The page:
The administration released its defense budget on February 10 but what’s likely to be the most controversial element has yet to be seen. I’m talking about the Pentagon’s report on infrastructure capacity, the one required by the FY 2019 National Defense Authorization Act.
The act requires the Defense Department to submit a report assessing how its bases and other facilities align with its plans for force structure. The result should show excess or deficits in the Pentagon’s infrastructure.
This was Congress’s third request for this type of study in three years.
A March 2016 study found the Pentagon had 22 percent more infrastructure than it needed. Congress subsequently increased the force structure planning assumptions and, in October 2017, the Pentagon produced a second study that determined that it had 19 percent excess capacity.
The main difference between these previous efforts and the study required by the 2019 act is in the level of detail. This new study is supposed to identify excess or insufficient infrastructure capacity by specific U.S. locations. So, for example, it is supposed to say that Fort “X” has too much capacity, while Air Force Base “Y” has too little.
If the Pentagon actually produces such a report, then sparks will start to fly immediately. After all, it would be “naming names” of potential winners and losers for closure, realignments and expansions.
This kind of analysis is needed, but if it is made public too early in the process it would create reflexive resistance and obstacles. Hopefully, the Pentagon and the House and Senate Armed Services Committees that will receive this report have already been discussing how best to handle this hot potato.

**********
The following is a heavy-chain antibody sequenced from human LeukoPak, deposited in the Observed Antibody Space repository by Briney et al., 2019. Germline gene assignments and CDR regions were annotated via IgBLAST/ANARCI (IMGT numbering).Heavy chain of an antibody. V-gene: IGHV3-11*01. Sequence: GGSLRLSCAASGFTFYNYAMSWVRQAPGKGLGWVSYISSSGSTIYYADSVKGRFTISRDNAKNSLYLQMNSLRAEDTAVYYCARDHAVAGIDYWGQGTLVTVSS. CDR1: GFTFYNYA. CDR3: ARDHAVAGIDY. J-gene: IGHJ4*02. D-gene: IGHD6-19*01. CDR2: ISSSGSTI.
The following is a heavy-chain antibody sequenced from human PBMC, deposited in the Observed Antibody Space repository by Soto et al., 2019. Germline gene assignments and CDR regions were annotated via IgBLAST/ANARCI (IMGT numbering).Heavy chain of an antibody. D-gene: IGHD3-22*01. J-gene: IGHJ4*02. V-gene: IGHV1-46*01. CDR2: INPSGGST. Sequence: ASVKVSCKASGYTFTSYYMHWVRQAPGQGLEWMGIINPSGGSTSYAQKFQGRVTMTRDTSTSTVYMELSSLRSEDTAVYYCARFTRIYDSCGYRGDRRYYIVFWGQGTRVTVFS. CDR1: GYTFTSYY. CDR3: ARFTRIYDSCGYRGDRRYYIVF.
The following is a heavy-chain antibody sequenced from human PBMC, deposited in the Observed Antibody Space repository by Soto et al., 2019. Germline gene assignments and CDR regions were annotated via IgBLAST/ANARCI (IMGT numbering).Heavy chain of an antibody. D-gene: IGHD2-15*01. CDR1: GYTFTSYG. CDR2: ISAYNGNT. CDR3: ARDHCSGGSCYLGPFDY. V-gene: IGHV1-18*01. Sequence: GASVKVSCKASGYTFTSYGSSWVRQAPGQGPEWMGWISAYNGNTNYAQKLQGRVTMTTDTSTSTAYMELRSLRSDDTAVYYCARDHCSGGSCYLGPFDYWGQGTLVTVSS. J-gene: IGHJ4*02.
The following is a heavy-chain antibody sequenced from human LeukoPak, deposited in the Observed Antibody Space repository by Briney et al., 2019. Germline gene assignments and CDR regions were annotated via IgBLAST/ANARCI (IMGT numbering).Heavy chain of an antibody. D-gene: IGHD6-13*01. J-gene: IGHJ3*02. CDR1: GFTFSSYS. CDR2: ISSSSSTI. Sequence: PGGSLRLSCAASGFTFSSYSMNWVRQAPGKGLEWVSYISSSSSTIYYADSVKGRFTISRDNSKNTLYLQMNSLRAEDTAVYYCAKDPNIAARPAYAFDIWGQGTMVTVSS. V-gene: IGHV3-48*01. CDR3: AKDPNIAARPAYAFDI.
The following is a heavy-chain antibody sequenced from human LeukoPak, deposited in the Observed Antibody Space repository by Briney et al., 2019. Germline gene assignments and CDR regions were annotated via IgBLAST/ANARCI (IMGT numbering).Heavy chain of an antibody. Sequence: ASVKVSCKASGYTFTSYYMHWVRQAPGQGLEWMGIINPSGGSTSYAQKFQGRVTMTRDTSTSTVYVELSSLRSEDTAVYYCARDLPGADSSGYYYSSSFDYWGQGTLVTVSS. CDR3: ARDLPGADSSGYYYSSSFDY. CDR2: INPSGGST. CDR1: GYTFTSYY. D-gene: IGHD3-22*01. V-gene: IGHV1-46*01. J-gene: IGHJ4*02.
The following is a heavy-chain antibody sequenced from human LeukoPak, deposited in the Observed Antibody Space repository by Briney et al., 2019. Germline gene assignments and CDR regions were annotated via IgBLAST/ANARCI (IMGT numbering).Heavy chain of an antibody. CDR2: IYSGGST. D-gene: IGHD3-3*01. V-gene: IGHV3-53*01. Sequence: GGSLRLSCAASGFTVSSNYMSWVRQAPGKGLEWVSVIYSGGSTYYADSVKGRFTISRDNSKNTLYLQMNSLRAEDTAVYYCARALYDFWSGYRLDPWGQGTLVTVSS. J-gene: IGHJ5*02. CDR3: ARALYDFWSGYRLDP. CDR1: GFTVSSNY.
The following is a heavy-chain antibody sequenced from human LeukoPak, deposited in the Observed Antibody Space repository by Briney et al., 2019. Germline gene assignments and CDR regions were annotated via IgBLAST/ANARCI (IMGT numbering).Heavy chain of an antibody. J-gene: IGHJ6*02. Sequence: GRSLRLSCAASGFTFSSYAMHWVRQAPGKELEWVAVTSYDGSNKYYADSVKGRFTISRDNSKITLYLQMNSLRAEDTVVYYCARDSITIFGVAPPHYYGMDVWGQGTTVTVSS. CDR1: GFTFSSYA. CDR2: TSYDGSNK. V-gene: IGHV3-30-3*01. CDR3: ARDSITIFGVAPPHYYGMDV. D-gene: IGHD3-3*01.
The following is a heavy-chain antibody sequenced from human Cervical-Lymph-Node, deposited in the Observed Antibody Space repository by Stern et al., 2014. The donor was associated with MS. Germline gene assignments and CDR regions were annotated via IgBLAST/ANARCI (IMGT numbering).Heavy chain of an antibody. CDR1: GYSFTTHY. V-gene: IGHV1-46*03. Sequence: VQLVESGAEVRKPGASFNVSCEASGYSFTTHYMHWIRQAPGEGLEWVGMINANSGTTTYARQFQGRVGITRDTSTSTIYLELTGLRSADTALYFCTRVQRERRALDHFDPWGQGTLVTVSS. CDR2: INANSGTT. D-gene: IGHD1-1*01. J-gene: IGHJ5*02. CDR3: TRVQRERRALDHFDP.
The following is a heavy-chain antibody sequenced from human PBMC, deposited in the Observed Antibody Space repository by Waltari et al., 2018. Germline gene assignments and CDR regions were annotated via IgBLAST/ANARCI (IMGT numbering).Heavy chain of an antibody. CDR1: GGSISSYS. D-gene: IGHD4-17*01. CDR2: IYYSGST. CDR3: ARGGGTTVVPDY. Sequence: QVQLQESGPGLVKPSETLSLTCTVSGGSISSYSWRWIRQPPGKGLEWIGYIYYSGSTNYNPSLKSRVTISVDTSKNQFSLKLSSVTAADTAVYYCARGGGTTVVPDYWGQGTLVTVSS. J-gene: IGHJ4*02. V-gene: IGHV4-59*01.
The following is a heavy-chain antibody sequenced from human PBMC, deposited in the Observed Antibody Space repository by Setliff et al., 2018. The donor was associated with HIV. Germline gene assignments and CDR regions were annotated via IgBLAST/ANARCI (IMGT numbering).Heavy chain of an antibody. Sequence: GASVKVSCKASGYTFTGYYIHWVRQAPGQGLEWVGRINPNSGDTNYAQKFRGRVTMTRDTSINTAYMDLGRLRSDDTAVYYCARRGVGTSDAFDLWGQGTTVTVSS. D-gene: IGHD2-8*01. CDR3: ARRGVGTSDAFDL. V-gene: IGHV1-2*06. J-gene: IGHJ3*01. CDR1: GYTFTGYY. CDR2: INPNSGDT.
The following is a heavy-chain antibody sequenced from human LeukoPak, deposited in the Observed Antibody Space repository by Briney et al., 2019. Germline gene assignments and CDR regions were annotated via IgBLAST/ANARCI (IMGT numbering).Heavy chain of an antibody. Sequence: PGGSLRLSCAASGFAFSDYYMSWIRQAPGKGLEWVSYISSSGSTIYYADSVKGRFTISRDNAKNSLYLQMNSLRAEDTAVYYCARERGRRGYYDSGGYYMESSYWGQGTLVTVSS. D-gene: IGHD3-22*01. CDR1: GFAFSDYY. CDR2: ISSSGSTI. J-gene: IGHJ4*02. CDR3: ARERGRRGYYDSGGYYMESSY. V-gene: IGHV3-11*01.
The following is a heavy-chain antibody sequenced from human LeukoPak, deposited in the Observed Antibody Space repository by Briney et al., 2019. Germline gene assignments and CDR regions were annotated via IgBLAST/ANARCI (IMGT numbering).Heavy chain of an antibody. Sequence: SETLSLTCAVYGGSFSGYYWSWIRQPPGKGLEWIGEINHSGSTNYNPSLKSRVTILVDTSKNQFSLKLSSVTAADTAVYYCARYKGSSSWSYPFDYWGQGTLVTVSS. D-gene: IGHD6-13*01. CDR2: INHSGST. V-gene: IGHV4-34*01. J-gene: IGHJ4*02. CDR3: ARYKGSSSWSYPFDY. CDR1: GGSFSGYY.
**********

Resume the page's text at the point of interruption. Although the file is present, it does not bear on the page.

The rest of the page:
So far, there is no public indication that any of this negotiation has taken place or that the report has been produced, much less delivered to Congress.
At a time when the secretary of defense is conducting zero-base deep dives to find every extra nickel and dime in the Pentagon’s budget, two big silver dollars stare him back: A new round of base realignments and closures (BRAC) is estimated to save the department $2 billion annually.
Beyond generating savings that could be reinvested in military assets needed to implement the National Defense Strategy, a new round of BRAC would allow the department to assess whether its current infrastructure is aligned with the new strategy. After all, military installations are an integral part of how the United States organizes its posture for power projection and how it trains its armed forces.
Despite all of this, for the last two years the department has neither asked for the authority to conduct a new round of BRAC nor delivered a new study outlining the need for a new round of BRAC. The Pentagon leadership has declined to make an argument for what former Secretary of Defense Jim Mattis called “one of the most successful and significant” of all the efficiency measures that the Pentagon has taken over the years.
There is still time. Responsible leaders in Congress can insist the Pentagon submit the required report. Assuming that the findings are similar to those of the two previous studies, lawmakers could then start the wheels turning in the FY 2021 National Defense Authorization, by directing the department to conduct a carefully scoped and monitored base realignment and closure process. Two-billion dollars in annual recurring savings are at stake.
Frederico Bartels is a policy analyst specializing in defense budgeting in The Heritage Foundation’s Center for National Defense.